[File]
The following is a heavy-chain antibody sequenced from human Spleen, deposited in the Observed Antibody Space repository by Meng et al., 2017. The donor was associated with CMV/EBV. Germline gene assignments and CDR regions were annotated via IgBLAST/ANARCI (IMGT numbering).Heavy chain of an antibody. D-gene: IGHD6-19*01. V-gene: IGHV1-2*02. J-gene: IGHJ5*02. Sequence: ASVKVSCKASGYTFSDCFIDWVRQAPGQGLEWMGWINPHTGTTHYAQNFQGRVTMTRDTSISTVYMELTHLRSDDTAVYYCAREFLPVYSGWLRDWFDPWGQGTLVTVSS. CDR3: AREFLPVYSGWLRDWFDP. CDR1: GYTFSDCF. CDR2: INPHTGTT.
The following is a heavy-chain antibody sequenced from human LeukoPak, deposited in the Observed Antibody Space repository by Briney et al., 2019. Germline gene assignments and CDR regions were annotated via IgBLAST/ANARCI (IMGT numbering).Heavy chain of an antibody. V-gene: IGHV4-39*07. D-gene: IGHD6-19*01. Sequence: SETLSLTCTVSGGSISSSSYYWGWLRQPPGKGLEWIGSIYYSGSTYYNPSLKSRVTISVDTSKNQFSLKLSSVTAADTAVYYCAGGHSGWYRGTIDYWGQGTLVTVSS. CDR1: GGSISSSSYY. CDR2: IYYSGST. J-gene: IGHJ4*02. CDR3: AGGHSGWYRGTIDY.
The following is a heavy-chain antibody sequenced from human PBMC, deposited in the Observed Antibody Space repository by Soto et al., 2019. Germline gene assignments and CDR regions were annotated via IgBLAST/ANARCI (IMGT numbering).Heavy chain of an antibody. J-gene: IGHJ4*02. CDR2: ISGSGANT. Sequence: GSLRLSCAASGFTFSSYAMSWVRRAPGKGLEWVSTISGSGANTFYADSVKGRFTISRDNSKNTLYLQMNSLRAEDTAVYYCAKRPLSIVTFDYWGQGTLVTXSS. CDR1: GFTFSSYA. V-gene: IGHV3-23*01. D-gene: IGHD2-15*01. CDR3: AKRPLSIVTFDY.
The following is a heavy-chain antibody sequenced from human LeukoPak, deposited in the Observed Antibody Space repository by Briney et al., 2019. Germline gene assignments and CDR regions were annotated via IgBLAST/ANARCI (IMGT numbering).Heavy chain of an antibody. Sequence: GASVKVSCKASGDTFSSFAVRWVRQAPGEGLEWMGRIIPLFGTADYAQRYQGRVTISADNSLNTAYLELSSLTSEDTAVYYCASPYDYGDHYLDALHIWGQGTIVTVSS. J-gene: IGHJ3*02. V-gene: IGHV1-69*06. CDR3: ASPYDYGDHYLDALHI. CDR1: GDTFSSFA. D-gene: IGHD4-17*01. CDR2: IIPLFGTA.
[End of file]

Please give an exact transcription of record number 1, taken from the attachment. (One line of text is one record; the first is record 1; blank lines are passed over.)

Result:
The following is a heavy-chain antibody sequenced from human Spleen, deposited in the Observed Antibody Space repository by Meng et al., 2017. The donor was associated with CMV/EBV. Germline gene assignments and CDR regions were annotated via IgBLAST/ANARCI (IMGT numbering).Heavy chain of an antibody. D-gene: IGHD6-19*01. V-gene: IGHV1-2*02. J-gene: IGHJ5*02. Sequence: ASVKVSCKASGYTFSDCFIDWVRQAPGQGLEWMGWINPHTGTTHYAQNFQGRVTMTRDTSISTVYMELTHLRSDDTAVYYCAREFLPVYSGWLRDWFDPWGQGTLVTVSS. CDR3: AREFLPVYSGWLRDWFDP. CDR1: GYTFSDCF. CDR2: INPHTGTT.